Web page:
Long before aspirin tablets were developed by Bayer Pharmaceuticals in Germany, people in ancient Egypt chewed willow bark to relieve inflammation and pain. Later, Hippocrates, (a Greek physician after which the Hippocratic oath, which all doctors pledge, was named), also recorded the benefits of willow bark and leaves. Now we know that aspirin (or acetylsalicylic acid- ASA) which is derived from willow trees, can help prevent heart attacks, potentially ward off risk factors that lead to cancer, on top of the benefits of fever and inflammation reduction.
Aspirin is a non-steroidal anti-inflammatory drug (NSAID), which are medications with the following effects:
- Analgesic: Relieves pain without anesthesia or loss of consciousness
- Antipyretic: Reduces a fever
- Anti-inflammatory: Lowers inflammation when used in higher doses
Initially aspirin was a much needed reprieve from pain for patients with arthritis. But the high dosages needed to achieve the benefit often produced significant side effects of gastro-intestinal upset and bleeding. That’s why other medications, such as Motrin and Aleve were developed. Both have the same potential side effects, but far lower doses are needed to get the anti-inflammatory and analgesic effects.
Because of GI issues and anti-coagulant effects, aspirin and other NSAIDS should not be taken by anyone who’s prescribed a blood thinning agent such as Warfarin, Pradaxa, Exralto, or has a history of an ulcer, liver disease, or indigestion unless directed by your healthcare provider.
One of the first drugs to come into common usage, aspirin is still one of the most researched drugs in the world, with an estimated 700 to 1,000 clinical trials conducted each year. Despite being a commonly used medication, continued trials are crucial to further understand how drugs interact with each other, and to unearth previously unknown health risks and benefits that may arise when used.
By the 1990’ s, a new study showed that aspirin helped reduce clotting; people with a high risk of blood clots, stroke, and heart attack were told to use aspirin long-term, in low doses. It is still often given to patients immediately after a heart attack to prevent further clot formation and cardiac tissue death.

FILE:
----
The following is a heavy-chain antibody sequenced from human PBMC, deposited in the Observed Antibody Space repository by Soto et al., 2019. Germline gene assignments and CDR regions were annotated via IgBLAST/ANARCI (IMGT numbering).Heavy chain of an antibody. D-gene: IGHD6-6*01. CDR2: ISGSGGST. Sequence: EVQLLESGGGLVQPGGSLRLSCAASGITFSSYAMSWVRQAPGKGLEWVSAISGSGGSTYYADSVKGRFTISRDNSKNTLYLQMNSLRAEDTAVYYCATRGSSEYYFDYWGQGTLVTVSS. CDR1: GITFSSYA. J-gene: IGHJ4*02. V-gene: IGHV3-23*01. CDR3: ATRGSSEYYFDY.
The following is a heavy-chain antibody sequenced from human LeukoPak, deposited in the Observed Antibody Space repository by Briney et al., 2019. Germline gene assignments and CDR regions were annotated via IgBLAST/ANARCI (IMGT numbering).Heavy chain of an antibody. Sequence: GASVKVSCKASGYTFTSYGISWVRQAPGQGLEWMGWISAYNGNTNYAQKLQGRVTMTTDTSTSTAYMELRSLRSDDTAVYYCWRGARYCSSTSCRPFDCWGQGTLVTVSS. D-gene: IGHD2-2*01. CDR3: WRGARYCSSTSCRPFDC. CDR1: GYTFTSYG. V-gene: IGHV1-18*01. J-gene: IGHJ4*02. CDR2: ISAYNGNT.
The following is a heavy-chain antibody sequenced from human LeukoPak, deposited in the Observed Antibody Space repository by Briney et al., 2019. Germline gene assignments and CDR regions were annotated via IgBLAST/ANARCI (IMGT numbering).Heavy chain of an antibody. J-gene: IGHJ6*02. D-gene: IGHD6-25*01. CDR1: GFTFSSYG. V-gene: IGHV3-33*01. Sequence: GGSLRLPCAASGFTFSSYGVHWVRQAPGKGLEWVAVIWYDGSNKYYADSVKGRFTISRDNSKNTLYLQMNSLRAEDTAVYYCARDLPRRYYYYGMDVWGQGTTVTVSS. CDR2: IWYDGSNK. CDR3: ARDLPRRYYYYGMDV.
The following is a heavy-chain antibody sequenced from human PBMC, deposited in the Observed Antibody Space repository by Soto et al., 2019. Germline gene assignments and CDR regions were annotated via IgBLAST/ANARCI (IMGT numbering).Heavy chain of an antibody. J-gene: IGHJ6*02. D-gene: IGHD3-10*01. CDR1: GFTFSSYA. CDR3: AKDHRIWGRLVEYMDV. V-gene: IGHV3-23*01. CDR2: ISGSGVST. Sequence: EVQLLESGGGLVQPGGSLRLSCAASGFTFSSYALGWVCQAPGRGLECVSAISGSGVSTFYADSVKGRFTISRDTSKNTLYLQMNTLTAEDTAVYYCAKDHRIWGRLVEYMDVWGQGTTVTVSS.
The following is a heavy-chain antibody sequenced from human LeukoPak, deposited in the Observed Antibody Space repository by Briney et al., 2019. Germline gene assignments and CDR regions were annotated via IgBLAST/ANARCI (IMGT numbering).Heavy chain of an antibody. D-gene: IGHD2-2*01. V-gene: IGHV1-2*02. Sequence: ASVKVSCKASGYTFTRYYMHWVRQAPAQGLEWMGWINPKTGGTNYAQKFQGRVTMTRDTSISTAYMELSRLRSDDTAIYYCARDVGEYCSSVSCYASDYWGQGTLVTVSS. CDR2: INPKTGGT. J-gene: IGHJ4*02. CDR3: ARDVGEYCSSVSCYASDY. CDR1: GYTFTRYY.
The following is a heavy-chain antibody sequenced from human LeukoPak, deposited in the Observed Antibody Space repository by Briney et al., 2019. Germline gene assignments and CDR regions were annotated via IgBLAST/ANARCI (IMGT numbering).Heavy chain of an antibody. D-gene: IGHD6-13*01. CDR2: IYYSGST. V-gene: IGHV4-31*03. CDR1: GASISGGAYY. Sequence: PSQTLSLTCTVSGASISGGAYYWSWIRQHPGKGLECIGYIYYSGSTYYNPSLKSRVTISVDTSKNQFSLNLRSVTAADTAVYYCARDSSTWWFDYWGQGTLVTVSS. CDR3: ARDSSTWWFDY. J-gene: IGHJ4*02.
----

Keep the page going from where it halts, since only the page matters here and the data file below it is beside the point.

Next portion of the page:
But in 2019, new research, highlighted by the American Heart Association advised against taking daily aspirin (unless under physician supervision), as it can actually cause harm.
“We’re talking about healthy people who don’t have known heart disease or stroke, who might have been considering or already taking an aspirin to prevent that heart attack or stroke in the first place,” said Dr. Erin Michos, one of the writers of new prevention guidelines developed by the American Heart Association and American College of Cardiology.
According to three significant studies published last year and one major analysis released this year that looked at 10 other studies, the benefit from taking a daily low-dose aspirin was offset by the danger of internal bleeding and other side effects in people considered to be at low or moderate risk for heart disease.
The new recommendation doesn’t apply to people who already have had a stroke or heart attack, or who have undergone bypass surgery or a procedure to insert a stent in their coronary arteries. Please speak to your provider if you have any questions about your current aspiring regimen.
The newest recommendation underscores the importance of speaking to your provider before taking any new medicine, even over-the-counter medications, and making sure you provide a complete list of everything you take. Ask if aspirin is right for you. Do not stop or start aspirin without first speaking to your provider- depending on your medical history and risk factors, suddenly eliminating it can lead to serious health concerns.